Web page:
Policy elites have generally put forward two main fixes for political polarization. The first is to change the American political system so as to reduce the counter-majoritarian obstacles to enacting legislation (i.e., eliminating the Senate filibuster, curbing the power of the courts, or tightening campaign finance restrictions). The second is to promote what is commonly thought of as a “bipartisan” agenda—that is, measures favored by elites on the center-left and center-right.
But what if policymakers could make progress in certain areas without weakening our system of checks and balances, and without resorting to moderate “centrist” compromises that all-too-often don’t have much support from the general public in the first place? That’s the premise of a recent New America paper on a phenomenon called “transpartisanship”—that is, political coalitions that begin with an alliance of liberals and conservatives on the more ideological sides of their parties, rather than triangulating centrists in the middle. The paper begins by showing that, thanks to partisan and ideological sorting, the old-fashioned centrist-driven legislative process is breaking down:
We conclude that shifts in the political landscape— the culmination of three decades of political and demographic change—have made centrist bipartisan coalitions newly vulnerable to disruption. In decades past, policy entrepreneurs used a single playbook across many issue areas: invest in a community of experts and a base of research, develop support among establishment players and institutions, and use that credibility to build a coalition of centrists in Congress.
This kind of policy gridlock has opened the door to new kinds of political alliances:
In recent years, strange-bedfellow coalitions built from the outer edges of one or both parties have been responsible for reforms to sentencing in the criminal justice system, changes to how the United States conducts electronic surveillance, and several years’ cuts to the Pentagon budget. In individual states and municipalities, such coalitions have overseen broad criminal justice reforms, opened electric monopolies to competition from solar producers, and overturned the Common Core State Standards for K-12 education.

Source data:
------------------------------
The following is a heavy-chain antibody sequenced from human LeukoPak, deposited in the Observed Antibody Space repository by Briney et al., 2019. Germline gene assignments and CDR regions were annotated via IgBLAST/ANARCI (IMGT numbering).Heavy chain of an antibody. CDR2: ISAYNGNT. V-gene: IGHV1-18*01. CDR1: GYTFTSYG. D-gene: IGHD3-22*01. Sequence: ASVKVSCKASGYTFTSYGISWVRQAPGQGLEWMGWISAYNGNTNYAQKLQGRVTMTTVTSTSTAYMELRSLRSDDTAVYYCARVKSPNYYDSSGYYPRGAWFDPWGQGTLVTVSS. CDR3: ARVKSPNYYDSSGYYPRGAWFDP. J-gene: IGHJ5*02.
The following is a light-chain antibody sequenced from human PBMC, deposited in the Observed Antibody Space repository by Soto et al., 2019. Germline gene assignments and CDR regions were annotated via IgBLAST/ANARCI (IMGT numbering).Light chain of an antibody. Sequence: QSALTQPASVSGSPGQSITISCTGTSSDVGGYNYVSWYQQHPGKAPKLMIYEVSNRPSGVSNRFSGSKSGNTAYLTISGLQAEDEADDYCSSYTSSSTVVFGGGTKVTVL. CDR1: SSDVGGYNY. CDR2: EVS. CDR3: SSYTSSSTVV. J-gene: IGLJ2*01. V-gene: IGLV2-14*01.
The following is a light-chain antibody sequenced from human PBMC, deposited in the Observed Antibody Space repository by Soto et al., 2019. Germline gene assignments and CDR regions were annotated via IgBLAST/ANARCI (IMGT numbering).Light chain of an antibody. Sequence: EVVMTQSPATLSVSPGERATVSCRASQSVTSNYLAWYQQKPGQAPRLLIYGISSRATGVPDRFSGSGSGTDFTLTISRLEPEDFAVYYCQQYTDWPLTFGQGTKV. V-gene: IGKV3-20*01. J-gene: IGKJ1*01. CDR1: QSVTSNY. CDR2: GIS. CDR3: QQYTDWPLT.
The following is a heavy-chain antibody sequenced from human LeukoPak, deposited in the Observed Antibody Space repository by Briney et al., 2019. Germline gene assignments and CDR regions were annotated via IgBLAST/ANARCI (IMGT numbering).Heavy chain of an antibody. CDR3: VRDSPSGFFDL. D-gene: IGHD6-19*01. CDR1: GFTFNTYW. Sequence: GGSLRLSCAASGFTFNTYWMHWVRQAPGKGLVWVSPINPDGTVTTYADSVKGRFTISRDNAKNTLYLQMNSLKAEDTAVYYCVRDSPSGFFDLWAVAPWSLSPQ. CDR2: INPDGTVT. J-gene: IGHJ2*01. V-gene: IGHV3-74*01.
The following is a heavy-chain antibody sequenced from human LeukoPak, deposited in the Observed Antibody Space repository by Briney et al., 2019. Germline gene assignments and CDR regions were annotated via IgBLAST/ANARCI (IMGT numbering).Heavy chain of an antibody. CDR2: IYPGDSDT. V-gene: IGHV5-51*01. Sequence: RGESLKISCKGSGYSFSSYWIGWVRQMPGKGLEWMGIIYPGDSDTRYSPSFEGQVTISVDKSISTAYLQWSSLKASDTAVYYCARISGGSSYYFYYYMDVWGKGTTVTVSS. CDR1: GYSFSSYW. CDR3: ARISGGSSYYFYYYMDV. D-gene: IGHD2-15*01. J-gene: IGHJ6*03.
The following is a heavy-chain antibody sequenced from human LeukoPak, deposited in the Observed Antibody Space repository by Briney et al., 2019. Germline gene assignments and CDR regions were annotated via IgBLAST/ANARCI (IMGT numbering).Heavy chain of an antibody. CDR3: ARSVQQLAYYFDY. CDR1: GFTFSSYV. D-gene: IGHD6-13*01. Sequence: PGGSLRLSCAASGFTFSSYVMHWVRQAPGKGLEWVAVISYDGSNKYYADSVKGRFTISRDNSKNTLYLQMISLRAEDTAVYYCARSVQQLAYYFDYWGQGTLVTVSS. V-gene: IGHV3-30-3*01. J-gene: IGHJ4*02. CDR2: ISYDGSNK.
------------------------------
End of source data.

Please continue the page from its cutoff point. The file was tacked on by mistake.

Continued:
The authors argue that while transpartisanship has yet to see any spectacular legislative victories at the federal level (criminal justice reform, the movement’s greatest success, is still working its way through the Senate) it is likely to become a more effective strategy in the future as traditional political coalitions are shaken up on the left and right alike. Another reason the environment is more favorable to transpartisanship is that people are increasingly doubting the wisdom of what Walter Russell Mead has called “the American Establishment, the Great and the Good of both parties,” which “has worked its way into a dead end of ideas that don’t work and values that can’t save us.” An infusion of intellectual energy from the Left and Right can sometimes be more productive than continued adherence to the same old centrist pablum.
We don’t agree with all the transpartisan initiatives described in the report (the reduction in defense spending, made possible by an alliance between GOP libertarians and Democratic doves) was, in our view, particularly misguided, for example. But we’re hoping that we continue to see continued disruption of the official ideologies of both parties, and new and unorthodox alliances between them. Some promising areas for collaboration between anti-establishmentarians on the Right and Left: land-use laws that favor property owners but punish the upwardly mobile working class, occupational licensing rules designed to protect well-paid professionals against market competition, and a higher education cartel that drives up tuition while delivering steadily increasing salaries to top administrators.